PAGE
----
Book: ARCHITECTURAL VOICES OF INDIA: A Blend of Contemporary and Traditional Ethos – a collection of interviews by Ar. Apurva Bose Dutta.
Review by Professor Sathya Prakash Varanashi
During the recent times, there have been few books and many published articles that cover the design developments in the architecture of India. To that list, an addition with a different approach is “Architectural Voices of India” – possibly the first time ever collection of interviews of 19 architects from India representing different generations. Conducted and edited by Ar. Apurva Bose Dutta, this new publication offers a kaleidoscopic overview of post-independence architecture of India and a nearer view into the last three decades.
To present the idea of architecture in a country, there can be a compilation of projects and analysis by an author, which makes it direct for the reader. The tougher method can be to interview architects, collate their essential thoughts and supplement with few project photos, enabling the readers to interpret the ideas in their own way.
Interviews can also be direct, and you sense it in the following quotes of the architects. When Raj Rewal says, “I do try and base my designs on all climatic concerns. I have always believed that there are certain core values in architecture – space, structure and light”, we can actually experience them in his projects. Or when Hafeez Contractor admits, “Architecture for me is not only about making buildings – the primary endeavour may be to build, but the thing of foremost importance is to provide service and make a difference. I design buildings for my clients in accordance with their needs and conditions, and these are the factors that govern my timelines and budgets”. It is a statement that his buildings too, endorse!
However, the statements of not all architects have been conveyed so simply and so directly. If Parul Zaveri and Nimish Patel believe that the strength of architecture of India was in its visionary thinking and holistic sustainability, it needs substantiation. They might have infused such strengths in their project of the Oberoi Udaivilas at Udaipur, yet both the statement and the project can have layered meanings to different architects. Sanjay Puri thinks the speed of thought comes from the exposure itself, which can be agreed upon, but his unique style is missing in the humble Courtyard House in Rajasthan which he shortlists as his turning point. Here again, the reader needs to make an effort to go beyond his words, and discover what has been left unsaid.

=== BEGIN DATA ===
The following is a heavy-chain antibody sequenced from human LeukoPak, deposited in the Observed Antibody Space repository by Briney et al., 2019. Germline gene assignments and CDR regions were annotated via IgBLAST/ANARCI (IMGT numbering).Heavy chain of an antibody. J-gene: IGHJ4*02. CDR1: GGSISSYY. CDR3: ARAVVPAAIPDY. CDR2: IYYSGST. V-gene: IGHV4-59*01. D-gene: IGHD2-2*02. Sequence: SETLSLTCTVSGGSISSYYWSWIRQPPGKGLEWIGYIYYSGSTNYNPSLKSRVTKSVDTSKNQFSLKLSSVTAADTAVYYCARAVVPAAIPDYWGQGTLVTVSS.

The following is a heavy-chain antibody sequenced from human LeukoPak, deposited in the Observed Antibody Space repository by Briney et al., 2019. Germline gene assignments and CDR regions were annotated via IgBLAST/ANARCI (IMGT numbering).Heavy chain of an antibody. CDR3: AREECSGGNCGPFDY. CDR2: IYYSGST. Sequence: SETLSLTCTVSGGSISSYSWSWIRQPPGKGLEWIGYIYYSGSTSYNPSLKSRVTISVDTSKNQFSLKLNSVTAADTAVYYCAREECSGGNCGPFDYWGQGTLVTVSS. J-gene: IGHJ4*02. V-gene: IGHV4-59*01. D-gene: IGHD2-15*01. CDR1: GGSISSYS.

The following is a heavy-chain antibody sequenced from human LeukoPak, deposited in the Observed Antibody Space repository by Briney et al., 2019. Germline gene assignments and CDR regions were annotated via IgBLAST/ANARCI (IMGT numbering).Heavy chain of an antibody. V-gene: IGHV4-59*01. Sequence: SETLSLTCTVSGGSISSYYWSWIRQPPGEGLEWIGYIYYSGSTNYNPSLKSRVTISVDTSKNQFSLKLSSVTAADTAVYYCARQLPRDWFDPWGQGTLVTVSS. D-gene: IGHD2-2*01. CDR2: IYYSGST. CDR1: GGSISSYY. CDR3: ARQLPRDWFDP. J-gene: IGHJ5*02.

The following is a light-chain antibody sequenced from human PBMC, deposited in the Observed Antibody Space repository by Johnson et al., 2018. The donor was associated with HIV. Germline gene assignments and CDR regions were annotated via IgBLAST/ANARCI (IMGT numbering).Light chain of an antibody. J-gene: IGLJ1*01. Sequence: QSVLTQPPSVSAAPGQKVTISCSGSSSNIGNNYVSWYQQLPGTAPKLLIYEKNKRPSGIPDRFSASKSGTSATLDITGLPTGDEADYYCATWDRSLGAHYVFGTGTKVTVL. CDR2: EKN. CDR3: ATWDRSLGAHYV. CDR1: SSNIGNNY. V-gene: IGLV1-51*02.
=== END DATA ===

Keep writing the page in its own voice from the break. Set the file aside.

The possibility of such multiple readings is both the strength and weakness of the interview format. Typically, interviews are not easy to read, especially if transcribed verbatim, a danger Apurva has avoided. She has restructured the possibly loose dialogue in an easy-to-comprehend text, without diluting the intents of the interviewed; hence the book rises above the limitations of mere interviews.
The long interviews throw up range of positions, such as the philosophical ones, “Architecture is an elemental thread that unites all people everywhere” (Christopher Benninger) or Balkrishna Doshi’s perception of architecture, “as a part of us, like an extension of our body within which we live”. Then there are classical definitions too, such as, “Architecture is not about spectacular or glamorous work, this profession imbibes values of serenity and quality, that is virtuous and spiritual in nature” (Shiv Datt Sharma).
By saying that the “principles of architecture remain timeless”, Jasbir Sawhney also states a philosophy, wherein C.N. Raghavendran’s statement raises a desire as well as a question when he comments, “Architects can and must be the agents of change. But, does the profession get the trust, respect and recognition from the society?” His Anna Centenary Library in Chennai appears to have got it, though.
Selected projects compliment the text for each architect, so one can relate the Sai Spiritual Centre by Sanjay Mohe to his statement, “In our traditional buildings, a lot of importance is given to the main door, which marks the transition from outside to inside”. Few architects such as Kamal Malik have revealed the source of their design ideas saying that “every city, every site and every project speaks differently to him”. So have Sonali and Manit Rastogi, who opine “Morphogenesis sees itself as an institution in perpetuity – a thriving eco-system of data, information, knowledge, and wisdom”.
The book does not read like a compilation of short stories, where each can be different from the other, but has a common thread running through all the interviews, connecting them under the themes – inspirations; ideologies; architecture in India; global architecture; architecture education; architecture in changing times; building emotional ties; flash forward; my family and, finally, the project that redefined architecture for the interviewee.